Do you harness sensory languages with your coaching clients?

Coaching and sensory language – Listening for clients’ messages

Listening to the way your clients express themselves, and how their words relate to their senses, reveals so much more than words alone. As your client expresses themselves, listening to the way they talk – their thoughts, feelings and the descriptive words they consistently use, can reveal great deal. Their language highlights their key preferences.

You can identify a client’s language and decode how they process the world around them via their unconscious use of sense-related words, which originate in deep-seated patterns that drive the way they process and make sense of life.

As a coach, you listen attentively to the narrative and hear the specific sensory and non-sensory ways your client describes their experiences and the words they habitually use. This adds extra breadth and depth to the quality of your listening. Here’s what you need to know about decoding sensory language.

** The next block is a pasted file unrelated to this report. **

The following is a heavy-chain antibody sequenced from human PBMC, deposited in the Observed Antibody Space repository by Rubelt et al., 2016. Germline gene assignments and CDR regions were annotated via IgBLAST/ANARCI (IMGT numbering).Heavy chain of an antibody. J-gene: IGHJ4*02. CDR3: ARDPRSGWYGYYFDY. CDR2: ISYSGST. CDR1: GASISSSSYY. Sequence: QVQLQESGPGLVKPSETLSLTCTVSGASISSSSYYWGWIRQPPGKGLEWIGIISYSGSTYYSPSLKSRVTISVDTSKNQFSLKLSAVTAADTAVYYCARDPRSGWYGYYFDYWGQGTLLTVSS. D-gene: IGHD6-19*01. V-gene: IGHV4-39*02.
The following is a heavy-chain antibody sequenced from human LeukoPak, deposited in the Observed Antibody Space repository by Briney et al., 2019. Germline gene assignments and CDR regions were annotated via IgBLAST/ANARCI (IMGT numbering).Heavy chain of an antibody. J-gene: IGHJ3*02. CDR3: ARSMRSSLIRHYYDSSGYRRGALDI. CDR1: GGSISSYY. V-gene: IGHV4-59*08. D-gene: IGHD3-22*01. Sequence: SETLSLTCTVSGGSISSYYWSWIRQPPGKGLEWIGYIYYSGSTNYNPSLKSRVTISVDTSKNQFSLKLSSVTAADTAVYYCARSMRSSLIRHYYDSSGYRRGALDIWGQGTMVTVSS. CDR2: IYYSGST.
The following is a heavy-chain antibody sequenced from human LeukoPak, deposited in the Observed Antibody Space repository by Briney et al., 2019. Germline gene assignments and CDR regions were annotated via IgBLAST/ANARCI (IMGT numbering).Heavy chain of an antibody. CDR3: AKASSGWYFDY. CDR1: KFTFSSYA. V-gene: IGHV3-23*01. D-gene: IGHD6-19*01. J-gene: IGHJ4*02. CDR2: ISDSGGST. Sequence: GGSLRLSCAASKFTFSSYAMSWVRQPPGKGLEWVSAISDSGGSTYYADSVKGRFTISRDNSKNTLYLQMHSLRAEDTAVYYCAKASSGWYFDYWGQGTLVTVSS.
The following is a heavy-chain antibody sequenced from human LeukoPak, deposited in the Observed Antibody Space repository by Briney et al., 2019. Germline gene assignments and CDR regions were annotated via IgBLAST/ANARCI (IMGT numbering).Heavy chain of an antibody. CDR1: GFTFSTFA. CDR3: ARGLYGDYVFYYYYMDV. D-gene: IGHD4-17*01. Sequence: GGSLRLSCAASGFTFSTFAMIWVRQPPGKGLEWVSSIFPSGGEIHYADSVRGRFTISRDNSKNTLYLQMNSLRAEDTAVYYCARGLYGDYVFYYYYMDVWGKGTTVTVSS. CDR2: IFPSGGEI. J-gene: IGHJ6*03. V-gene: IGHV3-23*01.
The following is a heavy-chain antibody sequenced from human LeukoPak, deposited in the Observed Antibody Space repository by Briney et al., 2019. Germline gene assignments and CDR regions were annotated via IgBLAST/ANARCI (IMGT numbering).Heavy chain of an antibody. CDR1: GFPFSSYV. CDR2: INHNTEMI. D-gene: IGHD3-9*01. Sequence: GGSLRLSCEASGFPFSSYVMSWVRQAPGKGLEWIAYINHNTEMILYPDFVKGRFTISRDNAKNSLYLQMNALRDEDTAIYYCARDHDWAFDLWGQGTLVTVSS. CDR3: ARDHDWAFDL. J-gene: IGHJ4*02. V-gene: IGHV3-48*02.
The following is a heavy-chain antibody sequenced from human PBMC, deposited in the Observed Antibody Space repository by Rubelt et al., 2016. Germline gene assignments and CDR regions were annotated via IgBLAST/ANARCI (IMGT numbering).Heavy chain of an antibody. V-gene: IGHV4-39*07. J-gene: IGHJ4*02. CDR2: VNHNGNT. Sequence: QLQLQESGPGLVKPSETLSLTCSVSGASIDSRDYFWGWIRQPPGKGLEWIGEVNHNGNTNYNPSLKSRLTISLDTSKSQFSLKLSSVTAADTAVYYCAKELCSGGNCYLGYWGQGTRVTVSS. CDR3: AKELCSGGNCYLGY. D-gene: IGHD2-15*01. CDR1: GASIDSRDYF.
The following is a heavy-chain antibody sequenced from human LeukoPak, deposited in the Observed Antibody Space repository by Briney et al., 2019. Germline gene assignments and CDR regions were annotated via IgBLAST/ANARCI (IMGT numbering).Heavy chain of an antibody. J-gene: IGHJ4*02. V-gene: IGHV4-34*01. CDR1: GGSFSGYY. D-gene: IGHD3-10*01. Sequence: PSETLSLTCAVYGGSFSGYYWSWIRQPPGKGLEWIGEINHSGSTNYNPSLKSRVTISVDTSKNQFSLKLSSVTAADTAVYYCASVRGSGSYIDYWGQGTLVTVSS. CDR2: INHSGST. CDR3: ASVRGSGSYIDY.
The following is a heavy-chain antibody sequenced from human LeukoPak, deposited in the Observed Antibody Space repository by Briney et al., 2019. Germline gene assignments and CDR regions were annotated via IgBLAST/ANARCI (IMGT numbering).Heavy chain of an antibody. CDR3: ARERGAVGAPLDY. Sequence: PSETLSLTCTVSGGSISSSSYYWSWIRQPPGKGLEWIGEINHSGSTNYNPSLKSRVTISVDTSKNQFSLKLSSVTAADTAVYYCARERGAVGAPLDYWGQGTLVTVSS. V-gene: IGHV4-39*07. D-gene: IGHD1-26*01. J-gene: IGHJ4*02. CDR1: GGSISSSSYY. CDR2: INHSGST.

Why an awareness of sensory language is critical for coaching

For you, as a coach, an awareness of sensory language shows you how a client filters and perceives the world. It also reveals how they will best receive information, how they learn, and what’s the best way to deliver feedback effectively. You will become better attuned, expressing yourself as you build rapport and trust with your clients. If it is appropriate, you can adapt your style to match your client’s way of working, creating a powerful kind of emotional mirroring. Moreover, it means you will take more care over the way you communicate.

This deeper understanding helps you frame your questions more directly and provides insight into ways of expressing yourself more thoughtfully and aptly, ways that resonate strongly with your clients. Your communication can be linked more to their preferences.